Free-Floating Hostility

Sunday, December 12, 2004

The Sports Guy rips us off

Dave and I, then directors of the Carman Hall football laboratories (better known as the lounge,) hatched the "Barry Sanders theory" way back in 1998. The gist of it was that Barry Sanders was the reason that the Detroit Lions never won important games. Sanders, while the only reason that anybody ever cared about that lousy franchise, could break off spectacular 80-yard touchdowns runs seemingly at random. But on third-and-two with the game in the balance, he was pretty much useless .

Sanders ran in fits-and-starts, throwing moves at defenders to make them miss all over the field. Often times, though, he was doing this in his own backfield trying to get back to the line-of-scrimmage. He would often lose yardage. But once a game he would do something spectacular, run for an 80-yard TD or similiar. In football parlance, I believe this type of player is called (seriously now) the "home run hitter." This sort of player is very exciting to watch, but has a limited value when it comes down to actually winning games.

It's a little counterintuitive at first, that a guy who steals points like Sanders was detrimental to winning. But offenses struggle when they get "off schedule," which is to say it's hard to move the ball when you need 12 yards on 3rd down all the time. Within the flow of the game there is a huge difference 2nd-and-7 and 2nd-and-12. Then in the fourth quarter, mindsets change. The team with the lead would like to score, but running time off the clock is just as important. As the clock ticks closer to zero, getting a first down and bleeding two minutes off the clock means more and more.

The Detroit Lions stole more regular-season victories than anyone when they had Sanders. The team would get dominated within the flow of the game, but have a quick-strike touchdown from Sanders on the scoreboard. But the Lions won exactly one playoff game in Sanders' career and were usually blown out in the postseason.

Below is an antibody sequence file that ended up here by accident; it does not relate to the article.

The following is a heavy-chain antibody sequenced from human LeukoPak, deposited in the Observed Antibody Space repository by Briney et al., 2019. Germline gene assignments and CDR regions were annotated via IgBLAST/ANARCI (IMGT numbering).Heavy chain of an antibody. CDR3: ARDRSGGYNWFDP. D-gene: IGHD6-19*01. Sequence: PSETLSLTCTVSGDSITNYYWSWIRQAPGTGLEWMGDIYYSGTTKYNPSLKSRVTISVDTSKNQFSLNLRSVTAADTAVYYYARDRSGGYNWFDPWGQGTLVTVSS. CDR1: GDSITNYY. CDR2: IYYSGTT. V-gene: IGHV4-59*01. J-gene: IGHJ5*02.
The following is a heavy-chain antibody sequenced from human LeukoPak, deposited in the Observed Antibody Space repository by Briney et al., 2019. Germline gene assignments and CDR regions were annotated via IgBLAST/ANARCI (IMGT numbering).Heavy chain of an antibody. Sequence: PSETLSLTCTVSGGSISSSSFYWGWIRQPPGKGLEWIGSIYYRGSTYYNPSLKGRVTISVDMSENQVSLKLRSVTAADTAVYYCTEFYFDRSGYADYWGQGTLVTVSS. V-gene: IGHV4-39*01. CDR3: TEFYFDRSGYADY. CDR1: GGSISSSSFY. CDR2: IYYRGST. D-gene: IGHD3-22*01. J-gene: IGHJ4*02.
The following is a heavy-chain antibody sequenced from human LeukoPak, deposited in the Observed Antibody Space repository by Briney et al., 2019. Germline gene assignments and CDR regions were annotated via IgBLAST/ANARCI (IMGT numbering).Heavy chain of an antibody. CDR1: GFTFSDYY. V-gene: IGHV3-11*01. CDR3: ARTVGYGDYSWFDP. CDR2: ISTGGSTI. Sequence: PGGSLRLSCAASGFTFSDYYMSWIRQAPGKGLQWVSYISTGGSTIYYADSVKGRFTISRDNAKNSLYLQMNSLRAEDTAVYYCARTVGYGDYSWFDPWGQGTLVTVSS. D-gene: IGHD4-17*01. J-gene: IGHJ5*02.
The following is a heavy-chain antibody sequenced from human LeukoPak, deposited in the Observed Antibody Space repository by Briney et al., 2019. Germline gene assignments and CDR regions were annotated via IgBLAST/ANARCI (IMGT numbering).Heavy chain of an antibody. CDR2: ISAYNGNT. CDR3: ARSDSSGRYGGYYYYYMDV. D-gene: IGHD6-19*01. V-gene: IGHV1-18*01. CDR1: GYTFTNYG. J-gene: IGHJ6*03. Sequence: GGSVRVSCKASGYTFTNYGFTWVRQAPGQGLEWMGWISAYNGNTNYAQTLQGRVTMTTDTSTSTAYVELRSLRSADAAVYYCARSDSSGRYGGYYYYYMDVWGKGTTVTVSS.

Anyway, I mention the Barry Sanders theory after Dave alerted me to this from the Sports Guy's football picks column.

Whenever people argued that Barry Sanders was better than Emmitt Smith, my head would practically explode. So you'd rather have the guy who gets tackled behind the line of scrimmage eight out of 10 times, then breaks off a 40-yard run, over the guy who rushes for five yards a pop, keeps moving those chains and gets stronger as the game goes along? You really think the Cowboys were winning those Super Bowls because of Troy Aikman and Michael Irvin? Emmitt was the heart and soul of those teams. I loved watching Barry Sanders, and he's in the Pantheon for "Guys You Should Never Bet Against," but for one game with my life on the line ... sorry, I'm taking Emmitt. No contest.

Two things about this:

1. I wish that Dave and I had published a paper on this back in 1998, so that people wouldn't think that this was really a Sports Guy invention.

2. I object stringently when this is applied to Peyton Manning. I know the point is to win games and Manning seems allergic to beating the Patriots, but the problem is not systemic as it was with Sanders. The Indianapolis Colts play defense like the NHL plays hockey, which is to say not at all this year. Manning, therefore, by throwing 44 TD passes is posting crazy numbers within the context of winning games. The Colts have a great running back, so if they felt they could sit on leads they would. I'll admit that Manning laid an egg in last year's AFC Championship Game. But you can make the argument in the opener this season, Manning played well enough for the Colts to win. He didn't win, but the QB did everything he needed to in that game.

Manning is asked every week to win by himself, something Tom Brady and Ben Roethlisberger are not. It's not fair to lump him in with Barry Sanders, this biggest case of style over substance in the history of sports.

1 Comment(s):

  •   Posted by Blogger Form at December 12, 2004 2:28 PM | Permanent Link to this Comment
  • Another way thinking about the theory is, "Does the style of play make things easier or harder on the rest of the team?" This clearly does not apply to Manning.

    1) Manning on the field means that no opposing lead is safe. That is a good thing.

    2) Because he can score at will, he actually takes pressure off the defense. At this point, the Colts realize they cannot play decent D and have probably resorted to playing more aggressively for turnovers. If they give up points, they can count on the offense to score. Under the best case scenario, they can force turnovers and give Manning even better field position. Manning makes things easier on the defense by freeing them up.

    3) Finally, the conventional wisdom says that throwing the ball a lot is risky. I do not think this statement applies to Peyton Manning. Carman Hall football laboratories last watched Rookie Manning throw several interceptions back in that fabled year of 1998 (and make Ty Law a lot of money). Besides that, he is very careful with the ball and has a Vulcan Mind-Meld with his receivers.

    Because he helps his team and does not hurt the defense, I think he is out of the Sanders category. Perhaps an argument can be made that all the audibles at the line hurt his team, but that has yet to be demonstrated. Hopefully new developments on this theory will manifest themselves in Gillete Stadium laboratories this January.

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